Finding this many teeth together, especially ones belonging to a 21 foot shark, doesn’t happen often.
An amateur fossil hunter in Australia has just made the find of a lifetime: a rare set of teeth from a giant prehistoric mega-shark, the first of its kind found on the continent.
Philip Mullaly, a schoolteacher from Victoria, was walking along a beach in Melbourne on the hunt for fossils. This was less a shot in the dark than it sounds: Southern Australia is actually rich in fossils, and Mullaly was walking near a region named Dinosaur Cove.
Taking a second glance at a rock he had already passed once before, Mullaly noticed what appeared to be a shiny blade.
A closer look revealed something extraordinary. It was a jagged, narrow tooth from a Carcharocles angustidens, a mega-shark that would grow up to 21 feet in length. Their teeth were serrated, not unlike a modern steak knife.
Museums Victoria palaeontologists were understandably thrilled when avid #fossil hunter Philip Mullaly called with news of something very special he'd found. #megasharkfossilfind pic.twitter.com/m3V7cbgax4
— Museums Victoria (@museumsvictoria) August 8, 2018
During the Oligocene era, around 33.9 million to 23 million years ago, the C. angustidens was one of the planet’s most dominant predators, ruling the planet’s oceans. Fossilized remains of the ancient Giant White Shark have been found all over the planet, from Mississippi to France. But a set of teeth is still a very rare find, considering how most fossilized teeth only emerge as individuals.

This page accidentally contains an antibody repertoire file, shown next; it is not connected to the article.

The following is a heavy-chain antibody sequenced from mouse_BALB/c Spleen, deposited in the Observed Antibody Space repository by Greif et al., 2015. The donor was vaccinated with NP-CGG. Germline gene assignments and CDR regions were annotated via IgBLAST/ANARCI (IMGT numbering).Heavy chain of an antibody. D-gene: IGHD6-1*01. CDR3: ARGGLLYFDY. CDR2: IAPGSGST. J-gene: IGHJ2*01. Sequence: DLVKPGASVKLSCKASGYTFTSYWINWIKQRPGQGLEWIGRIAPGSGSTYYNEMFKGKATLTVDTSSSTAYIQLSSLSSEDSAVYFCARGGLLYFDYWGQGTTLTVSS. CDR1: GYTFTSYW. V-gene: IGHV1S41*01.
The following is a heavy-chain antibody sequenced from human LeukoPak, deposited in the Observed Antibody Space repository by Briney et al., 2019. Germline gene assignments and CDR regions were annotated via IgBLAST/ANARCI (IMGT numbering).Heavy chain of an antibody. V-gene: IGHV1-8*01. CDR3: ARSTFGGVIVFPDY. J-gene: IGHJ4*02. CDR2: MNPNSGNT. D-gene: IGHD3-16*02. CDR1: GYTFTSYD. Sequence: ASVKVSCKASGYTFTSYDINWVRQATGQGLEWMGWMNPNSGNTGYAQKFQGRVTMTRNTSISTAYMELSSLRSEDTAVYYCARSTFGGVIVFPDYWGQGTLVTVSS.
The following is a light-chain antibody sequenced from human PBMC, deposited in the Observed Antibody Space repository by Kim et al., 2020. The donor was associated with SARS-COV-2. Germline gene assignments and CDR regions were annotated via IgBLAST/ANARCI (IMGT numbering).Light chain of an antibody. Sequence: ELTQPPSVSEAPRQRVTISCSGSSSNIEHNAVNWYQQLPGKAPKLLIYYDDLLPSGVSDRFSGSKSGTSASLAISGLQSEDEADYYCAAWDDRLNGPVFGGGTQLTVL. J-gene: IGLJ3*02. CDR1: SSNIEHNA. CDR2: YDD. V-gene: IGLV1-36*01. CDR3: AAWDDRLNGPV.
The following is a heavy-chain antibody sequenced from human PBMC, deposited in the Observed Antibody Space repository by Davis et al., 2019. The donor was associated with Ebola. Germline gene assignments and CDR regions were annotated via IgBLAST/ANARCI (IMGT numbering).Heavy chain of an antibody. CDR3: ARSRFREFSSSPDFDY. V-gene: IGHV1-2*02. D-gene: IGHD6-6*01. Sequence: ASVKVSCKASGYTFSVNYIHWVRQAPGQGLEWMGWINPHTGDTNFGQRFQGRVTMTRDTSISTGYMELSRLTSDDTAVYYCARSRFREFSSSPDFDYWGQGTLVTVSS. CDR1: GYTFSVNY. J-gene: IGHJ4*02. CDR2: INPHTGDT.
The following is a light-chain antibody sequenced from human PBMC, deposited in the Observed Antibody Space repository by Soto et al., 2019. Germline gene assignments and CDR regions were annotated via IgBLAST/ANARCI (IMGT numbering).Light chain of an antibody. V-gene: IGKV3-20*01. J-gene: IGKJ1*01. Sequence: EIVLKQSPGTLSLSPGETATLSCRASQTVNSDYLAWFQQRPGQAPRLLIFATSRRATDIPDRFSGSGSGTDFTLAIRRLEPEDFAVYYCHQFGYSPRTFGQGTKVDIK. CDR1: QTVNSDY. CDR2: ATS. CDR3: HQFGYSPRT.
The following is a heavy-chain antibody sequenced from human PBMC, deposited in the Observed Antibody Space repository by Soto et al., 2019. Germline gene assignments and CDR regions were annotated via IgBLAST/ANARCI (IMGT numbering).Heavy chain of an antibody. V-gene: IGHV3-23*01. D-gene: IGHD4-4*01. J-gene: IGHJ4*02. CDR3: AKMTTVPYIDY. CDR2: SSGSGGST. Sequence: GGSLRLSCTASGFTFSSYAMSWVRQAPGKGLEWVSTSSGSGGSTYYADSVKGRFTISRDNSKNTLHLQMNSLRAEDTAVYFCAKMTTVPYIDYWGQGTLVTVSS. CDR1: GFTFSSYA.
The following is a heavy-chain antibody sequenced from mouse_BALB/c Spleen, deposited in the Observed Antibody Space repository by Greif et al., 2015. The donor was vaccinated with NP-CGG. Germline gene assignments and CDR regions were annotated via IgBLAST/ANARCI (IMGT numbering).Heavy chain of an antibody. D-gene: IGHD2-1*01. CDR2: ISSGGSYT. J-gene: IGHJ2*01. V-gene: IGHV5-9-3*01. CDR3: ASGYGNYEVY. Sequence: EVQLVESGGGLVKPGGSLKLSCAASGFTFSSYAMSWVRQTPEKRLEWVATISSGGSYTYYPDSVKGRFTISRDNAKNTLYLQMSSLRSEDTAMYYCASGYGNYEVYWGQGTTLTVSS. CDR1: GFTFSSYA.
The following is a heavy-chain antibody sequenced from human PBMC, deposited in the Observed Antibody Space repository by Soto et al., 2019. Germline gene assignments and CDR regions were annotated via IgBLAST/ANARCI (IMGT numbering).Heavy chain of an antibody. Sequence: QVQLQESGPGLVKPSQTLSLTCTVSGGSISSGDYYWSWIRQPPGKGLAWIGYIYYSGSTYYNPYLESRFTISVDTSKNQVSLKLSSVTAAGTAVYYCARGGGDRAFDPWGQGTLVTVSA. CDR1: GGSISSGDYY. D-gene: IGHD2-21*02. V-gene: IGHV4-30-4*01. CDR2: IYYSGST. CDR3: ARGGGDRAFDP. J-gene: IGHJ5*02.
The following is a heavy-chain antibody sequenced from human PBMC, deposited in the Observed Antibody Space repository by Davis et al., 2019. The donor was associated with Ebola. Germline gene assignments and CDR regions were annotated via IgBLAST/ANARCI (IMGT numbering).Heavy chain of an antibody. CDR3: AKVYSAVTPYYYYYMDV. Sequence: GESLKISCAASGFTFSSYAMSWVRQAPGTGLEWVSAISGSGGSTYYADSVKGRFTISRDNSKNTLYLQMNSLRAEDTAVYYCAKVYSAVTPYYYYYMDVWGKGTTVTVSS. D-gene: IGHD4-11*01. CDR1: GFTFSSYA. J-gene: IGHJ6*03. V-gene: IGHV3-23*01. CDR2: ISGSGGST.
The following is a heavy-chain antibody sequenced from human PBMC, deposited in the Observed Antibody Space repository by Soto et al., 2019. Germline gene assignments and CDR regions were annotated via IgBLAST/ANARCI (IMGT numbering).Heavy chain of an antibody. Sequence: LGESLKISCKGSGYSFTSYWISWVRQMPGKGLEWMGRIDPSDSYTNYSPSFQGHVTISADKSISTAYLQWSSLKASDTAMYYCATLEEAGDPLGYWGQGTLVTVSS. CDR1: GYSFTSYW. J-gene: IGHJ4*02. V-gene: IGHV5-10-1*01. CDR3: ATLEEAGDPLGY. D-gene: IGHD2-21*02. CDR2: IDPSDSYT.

These teeth are of international significance, as they represent one of just three associated groupings of Carcharocles angustidens teeth in the world, and the very first set to ever be discovered in Australia,” says Erich Fitzgerald, a senior curator at Museums Victoria, which investigated Mullaly’s find after the initial discovery, in a press statement.
Fitzgerald led a team of paleontologists, volunteers, and Mullaly on two expeditions of the site and they discovered over 40 teeth, which he suspects all come from the same shark.
Astonishingly, that’s not all the site revealed. There were also several smaller teeth from a sixgill shark, which still roams the seas today.
It’s been a good year for amateur science, especially fossil hunters. Earlier this year, an 11-year old in Tennessee found a 475-million-year-old trilobite in exceptional condition. And outside NASA’s Goddard Space Flight Center in Maryland, a “Rosetta Stone of the Cretaceous Period” was discovered near the parking lot.
Source: Museums Victoria